Defence, deterrence and aircraft carriers

HMS Queen Elizabeth

The Queen named the navy’s new aircraft carrier today: Queen Elizabeth (it is not clear if this is for Queen Elizabeth I or II- it is an name used previously for a Royal Navy ship).

There has been vast debate over this ship: whether she should be built; where she was to be built; whether she was worth the estimated cost; whether she should have cats and traps allowing more effective planes and the suggestion that she might be retrofitted with them; whether she should have been nuclear powered; whether the planes are going to be good enough; whether the navy should have one or two of these carriers etc. etc. Those interested in defence have argued about these issues for years and the naming of HMS Queen Elizabeth will not stop that debate.

There are a number of fundamental problems about defence spending like this. It keeps high skilled jobs, provides for increases in technology which may be useful in other spheres, provides for potential subsequent export sales etc. Yet it costs vast amounts of money which could be used elsewhere.

Then there is whether or not a country needs weapons technology of this sort and whether having such weapons makes a nation safer or not.

Having a large military helped in Eden launching the Suez campaign: one of the greatest foreign policy disasters of post war Britain. Despite having a much smaller military Tony Blair used the UK’s still significant armed forces to assist in what is arguably the greatest foreign policy disaster since Suez: Iraq; as well as assorted Balkan adventures.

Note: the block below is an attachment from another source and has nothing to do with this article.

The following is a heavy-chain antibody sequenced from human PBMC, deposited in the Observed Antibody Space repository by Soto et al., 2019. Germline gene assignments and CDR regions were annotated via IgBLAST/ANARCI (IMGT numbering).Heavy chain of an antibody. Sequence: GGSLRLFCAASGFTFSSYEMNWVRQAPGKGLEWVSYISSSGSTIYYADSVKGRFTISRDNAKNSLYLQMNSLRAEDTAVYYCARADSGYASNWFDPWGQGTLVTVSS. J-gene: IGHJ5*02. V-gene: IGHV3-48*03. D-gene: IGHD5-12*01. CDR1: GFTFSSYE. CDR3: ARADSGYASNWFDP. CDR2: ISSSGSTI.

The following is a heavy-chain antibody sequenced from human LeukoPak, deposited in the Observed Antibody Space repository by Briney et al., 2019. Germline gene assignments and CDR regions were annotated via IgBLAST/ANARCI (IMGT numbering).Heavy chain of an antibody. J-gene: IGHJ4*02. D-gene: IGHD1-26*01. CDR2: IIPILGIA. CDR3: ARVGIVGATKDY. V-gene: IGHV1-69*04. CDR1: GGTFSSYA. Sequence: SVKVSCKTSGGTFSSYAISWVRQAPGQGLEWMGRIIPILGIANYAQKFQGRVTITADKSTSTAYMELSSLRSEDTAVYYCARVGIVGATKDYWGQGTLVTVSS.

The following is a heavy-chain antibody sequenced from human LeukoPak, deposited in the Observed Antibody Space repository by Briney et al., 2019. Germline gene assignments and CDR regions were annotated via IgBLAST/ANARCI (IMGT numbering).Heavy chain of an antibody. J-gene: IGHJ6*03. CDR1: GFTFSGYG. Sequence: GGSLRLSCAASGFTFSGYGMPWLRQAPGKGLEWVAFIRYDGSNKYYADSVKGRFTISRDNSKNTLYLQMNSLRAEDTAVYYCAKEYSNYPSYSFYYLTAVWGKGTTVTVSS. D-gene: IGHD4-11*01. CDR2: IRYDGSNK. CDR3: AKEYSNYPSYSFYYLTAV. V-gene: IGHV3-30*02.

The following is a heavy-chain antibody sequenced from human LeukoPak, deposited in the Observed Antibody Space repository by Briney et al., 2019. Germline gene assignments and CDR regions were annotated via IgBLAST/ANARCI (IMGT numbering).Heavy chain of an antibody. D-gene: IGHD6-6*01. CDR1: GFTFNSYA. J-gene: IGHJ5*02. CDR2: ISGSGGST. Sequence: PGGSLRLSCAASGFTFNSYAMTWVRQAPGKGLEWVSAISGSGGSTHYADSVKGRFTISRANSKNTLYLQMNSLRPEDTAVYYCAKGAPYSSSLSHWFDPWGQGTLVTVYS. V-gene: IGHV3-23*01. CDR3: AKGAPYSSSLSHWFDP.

One could argue that having a large military and defence spending allows politicians to indulge dangerous fantasies of military adventurism which result both in periodic foreign policy debacles and the deaths of thousands.

The deterrence value of sophisticated weapons systems may be of limited significance in the current world of terrorists. Equally, however, against the possibility of conflict with another technologically advanced military nation one needs modern weapons. The disaster by which Britain was chased off the continent by Hitler’s divisions in 1940 would likely have been much worse had money not been spent (albeit belatedly) on state of the art aircraft and ships.

Of course had more money been spent earlier maybe Hitler might have been stopped earlier or indeed might have been deterred in the first place.

One does not need to invoke Godwin’s Law, however, to see the utility of deterrence. A better example, might be that in the 1960s there were proposals to build two large aircraft carriers for the Royal Navy (which were to be called HMS Queen Elizabeth and HMS Duke of Edinburgh). Had those massively expensive ships been built retaking the Falklands would have been vastly easier (although the Americans helped the British it is suggested that they assessed retaking the Falklands as militarily impossible).

Equally of course had the Royal Navy had two fairly new full sized carriers in 1982 it is more than possible that Argentina would not have attempted to take the Falklands in the first place. That would have saved many times the value of the carriers in monetary let alone human life terms but we would never have known that they had had such an effect: such is the nature of deterrence. Finally, had Britain had those two carriers and then there been no Falklands War, Thatcher’s reputation and the 1983 election might have been different.